THE ME HALF OF THE EQUATION

With the exception of a few personal favorite characters, the vintage Masters line isn’t one I really go out looking for.  That being said, the 2nd Ave Thrift store nearby seems to have gotten in someone’s ’80s toy collection, which has been slowly trickling out.  This guy and a few others popped up, and for a few bucks for the set, I felt like I could do a lot worse.  This line’s not totally my thing, but Man-At-Arms isn’t a bad figure.

#1239: Katana

KATANA

DC COMICS MULTIVERSE (MATTEL)

Hey, remember when I was talking about Suicide Squad yesterday?  Well, I’m gonna do some more talking about it today.  If I’m very lucky, this will be my last bit of talking on the Suicide Squad front.  As noted yesterday, one of the biggest flaws with the movie was just how under-utilized anyone not named “Deadshot” or “Harley Quinn” was.  Boomer at least got some characterization (mostly due to Jai Courtney’s scenery chewing performance), but today’s focus, Katana, gets a whole lot of nothing.  No fancy introduction, no particularly good fights, next to no dialogue, and no anything else that would make her even slightly interesting.  Karen Fukuhara really tried to inject something into the character, but there just wasn’t anything there to work with.  Anyway, she got a figure, which I’m looking at today.

THE FIGURE ITSELF

Like yesterday’s Captain Boomerang, Katana was released in the second Suicide Squad-themed assortment of Mattel’s DC Comics Multiverse, which hit well after the movie’s release, thereby guaranteeing that most audiences would have zero interest in the figure.  You know what might have solved this problem?  Shipping all six figures at the same time! (In Mattel’s defense, the most recent series of Multiverse wasn’t split in two, so maybe they’re learning)  The figure stands about 6 1/2 inches tall and has 25 points of articulation.  The ab crunch can move a little bit this time, but not much more than Deadshot’s.  Of course, the elbows and knees are both unable to make it to a full 90 degree angle (really restricting for a sword wielding character).  Also, the ankles on this figure are essentially useless, which makes it very hard to get her to stand.  How do you screw up ankles this badly?  Okay, the movement’s not good, but it’s all for the sake of the sculpt, right? Well, that wasn’t the case with Boomerang, so it’s probably not a shock to find it’s not the case here.  All of the joints stick out like sore thumbs, her torso is flat and thick, her arms are super spindly, the legs and pelvis continue the trend of not really looking like any human ever, and the head doesn’t really resemble Fukuhara at all. Perhaps the worst piece of this already pretty bad sculpt is the sash which holds the sheaths for her swords.  The sash itself is super thick and juts out really far from the figure’s hip, in a way pretty much no real fabric ever would.  The sheaths are separate pieces, and they are actually too small to properly fit in the proper slots, leading them to shift out of place a lot.  This is particularly bad with the smaller front sheath, which tends to naturally fall so it hands straight down, thereby making Katana look like she has a certain appendage that she shouldn’t really have.  It’s really a mess.  Who looked at that and went “yeah, that’s okay?”   As far as the paint goes, Katana’s alright, I guess.  The colors are all pretty basic, but there’s at least some interesting character work on the left leg and the back of her jacket.  She looks way too clean to be from the movie, but she fits with the other figures in that regard.  Katana includes a long blade and a short blade, neither of which she can actually hold properly, as well as the head and pelvis of Killer Croc, the CnC I’ll never be finishing.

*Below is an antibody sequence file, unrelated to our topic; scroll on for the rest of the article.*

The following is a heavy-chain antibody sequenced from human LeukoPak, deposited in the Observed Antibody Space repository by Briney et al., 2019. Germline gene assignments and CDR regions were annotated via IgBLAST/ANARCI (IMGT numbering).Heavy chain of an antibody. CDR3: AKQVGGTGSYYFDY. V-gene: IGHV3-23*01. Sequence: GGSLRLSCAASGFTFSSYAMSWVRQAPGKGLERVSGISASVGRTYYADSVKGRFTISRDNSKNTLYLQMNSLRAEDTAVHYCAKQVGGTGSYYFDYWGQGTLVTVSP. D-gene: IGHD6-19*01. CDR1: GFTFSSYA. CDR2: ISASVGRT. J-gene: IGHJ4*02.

THE ME HALF OF THE EQUATION

After determining that Boomerang was only $1, I went back and also grabbed a Katana figure.  Not really sure why her, aside from the whole $1 thing.  I was actually in a bit of a hurry, so these were the only two I grabbed, and by the time I made it back to that particular Walmart, they’d been mostly cleaned out.  Alas, no more crappy $1 action figures for me.  I’m not gonna lie, Katana’s a really rough figure.  I’d have a hard time telling you whether she or Boomerang was the worse figure, just due to the large number of issues associated with both of them.  For $1, I feel like I got what I paid for, but I can’t imagine ever being willing to spend even close to full retail on this thing, even if I *had* liked the movie.

#1217: Michone

MICHONE

THE WALKING DEAD (MCFARLANE TOYS)

michone1

So, I guess The Walking Dead TV-show starts up soon.  Or maybe it already started back up.  I don’t actually know, because I haven’t watched the show since about fifteen minutes into this season’s premiere, nor will I be going back.  But, I’ve still got all these figures, so…yeah…  Here’s Michone.

THE FIGURE ITSELF